An Effective Healthcare Option by NINA BROWN Member, Third Church of Christ, Scientist Healthcare is a subject described by multiple opinions, but it is a personal choice. Today there are many healthcare options available. I grew up in a family where spiritual healing through prayer was consistently, effectively and lovingly practiced. It had proven to be the most effective healing method in my parents’ lives before my sister and I were born. Here is one example, from among many experienced by my family, of effective spiritual healing through prayer: My sister and I often rode our bikes through the subdivision with our friends. One Saturday morning Erika was in hurry to go on a ride with her friends and she left her shoes in the house. A few minutes after she went out, Dad and I heard a very loud scream followed by a crash. Dad knew it was my sister, so he raced out to the street and scooped her up in his arms and moved her bike out of the street. She had gotten her foot tangled in the spokes and it looked pretty bad. Dad cleaned the wound and wrapped it with cloth as he spoke to her of God’s tender love for her. Dad prayed for her and continued to reassure her of God’s goodness and love. In less than an hour my sister was running up the stairs to head back outside and the cloth fell off, revealing her foot with no sign of injury. Dad helped her put her shoes on and she headed out to play. This showed me the practical and immediate effectiveness of spiritual healing through prayer and is an example of why I am grateful that this system of healing was available for our family’s use. Even today I find this system of spiritual healing effective in my life. I enjoy reading the Bible to find inspiration and examples of spiritual healing where people turned to God in prayer and found immediate help. Jesus healed many people and taught that the healings he did his followers could do also. This healing of my sister’s foot showed me this was true and agrees with another book I study, “Science and Health with Key to the Scriptures,” […]
Angel Messages by MARCIA HUFSTADER member, Third Church of Christ, Scientist “Angels we have heard on high,” the words from a well-known traditional French carol, are words we can all claim today and every day when we are hopeful, faithful and listening for God’s messages. In the carol, the angels were telling the shepherds about “Christ the Lord, the newborn King.” This newborn King showed us the way to heal. We can hear that message, too, ultimately the message about the healing power of the Christ that Jesus so clearly taught throughout his ministry. “Angels: God’s thoughts passing to man; spiritual intuitions, pure and perfect; the inspiration of goodness, purity, and immortality, counteracting all evil, sensuality, and mortality.” This definition Mary Baker Eddy gives in her primary book, “Science and Health with Key to the Scriptures,” has been so helpful to me as I listen for guidance in relationships, employment, direction—in everything. Because we are all God’s children we are spiritual, so those “spiritual intuitions” are natural and specific to what our needs are at every moment. We can feel the inspiration of goodness and follow it. The inspiration of purity, as a result of God’s love for us, naturally counteracts any action that could be harmful to anyone, including ourselves. These angel messages, of the healing power of the Christ, continue to be with us here today. What Jesus taught us is timeless. We can’t be separated from the lessons that he so unselfishly gave the world. It’s the divine Principle that underlies the function of the universe, including man. We can utilize this Principle as surely as we can utilize the principle of mathematics. The laws that Jesus taught, starting with loving God with all our heart and our neighbor as thyself, lead us all in the right direction. God’s angel messages will speak to all of us and lead to the same healing power that Jesus taught. We just need to be willing and expectant.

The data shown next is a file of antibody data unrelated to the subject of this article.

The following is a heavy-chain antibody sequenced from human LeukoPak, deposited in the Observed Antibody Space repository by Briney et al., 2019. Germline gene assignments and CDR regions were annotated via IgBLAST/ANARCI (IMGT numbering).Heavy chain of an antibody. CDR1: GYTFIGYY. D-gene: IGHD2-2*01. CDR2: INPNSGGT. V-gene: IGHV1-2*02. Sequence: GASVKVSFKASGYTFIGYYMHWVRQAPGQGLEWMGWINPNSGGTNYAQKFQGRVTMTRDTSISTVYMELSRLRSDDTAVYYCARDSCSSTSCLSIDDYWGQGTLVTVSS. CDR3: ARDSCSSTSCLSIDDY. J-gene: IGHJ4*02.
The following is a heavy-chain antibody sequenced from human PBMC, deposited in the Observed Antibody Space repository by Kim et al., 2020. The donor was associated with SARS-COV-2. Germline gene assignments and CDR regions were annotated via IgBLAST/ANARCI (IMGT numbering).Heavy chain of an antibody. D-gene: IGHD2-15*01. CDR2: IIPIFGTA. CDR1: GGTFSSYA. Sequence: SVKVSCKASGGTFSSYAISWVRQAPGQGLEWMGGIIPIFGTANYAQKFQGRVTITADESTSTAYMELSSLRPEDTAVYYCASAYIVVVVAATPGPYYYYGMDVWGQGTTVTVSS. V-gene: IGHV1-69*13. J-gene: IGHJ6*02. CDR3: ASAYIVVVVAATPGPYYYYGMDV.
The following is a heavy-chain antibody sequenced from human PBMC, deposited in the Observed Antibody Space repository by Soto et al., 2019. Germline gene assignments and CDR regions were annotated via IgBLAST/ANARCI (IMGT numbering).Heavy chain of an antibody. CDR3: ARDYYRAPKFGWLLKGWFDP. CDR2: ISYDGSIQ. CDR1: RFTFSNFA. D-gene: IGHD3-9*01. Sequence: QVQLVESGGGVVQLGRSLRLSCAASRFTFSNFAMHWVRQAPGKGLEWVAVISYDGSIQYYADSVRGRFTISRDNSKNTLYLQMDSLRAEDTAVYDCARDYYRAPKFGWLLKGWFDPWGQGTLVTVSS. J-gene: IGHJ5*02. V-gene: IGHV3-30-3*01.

Struggles—good or bad? by MARCIA HUFSTADER Third Church of Christ, Scientist One answer to the question “Good or bad?” could be: It’s all in how you handle it. While mowing the lawn the other day, I found myself singing a song I danced to when I was six years old. Part of the lyrics go like this: “Though April showers may come your way, they bring the flowers that bloom in May; and if it’s raining, have no regrets; because, it isn’t raining rain, you know, it’s raining violets.” Analogies can only be taken so far, but this made me think about how we interpret our experiences, our struggles. In this song the rain could symbolize our challenges and struggles. Sometimes struggles get the better of us, especially ones that have gone on and on. We might find ourselves focusing on the struggles and how to get out of them, how to manage them, or how to avoid them. In the midst of it all, maybe we need to look for the blessings instead of the pain, the flowers instead of the rain. Just knowing that there is a good side to every challenge or struggle can be helpful and hopeful; it can give us a reason to go on and proceed with even an ounce of joy. That ounce of joy does wonders. Maybe that’s the type of leaven that Paul refers to in the Bible (Galatians 5:9): “A little leaven leaveneth the whole lump.” Sometimes all that’s needed is to add even one little part of joy, hope, forgiveness or perspective to our thinking process so that we can start seeing that the situation isn’t as bad as we thought. I read and study another book along with the Bible, “Science and Health with Key to the Scriptures” by Mary Baker Eddy. I have found comfort and assurance in its pages as I have faced challenges and struggles. One of the statements I have found helpful is, “The very circumstance, which your suffering sense deems wrathful and afflictive, Love can make an angel entertained unawares.” This is especially assuring when we think of another statement from the Bible (1John 4:16), “And we have known and believed the love that God hath to us. […]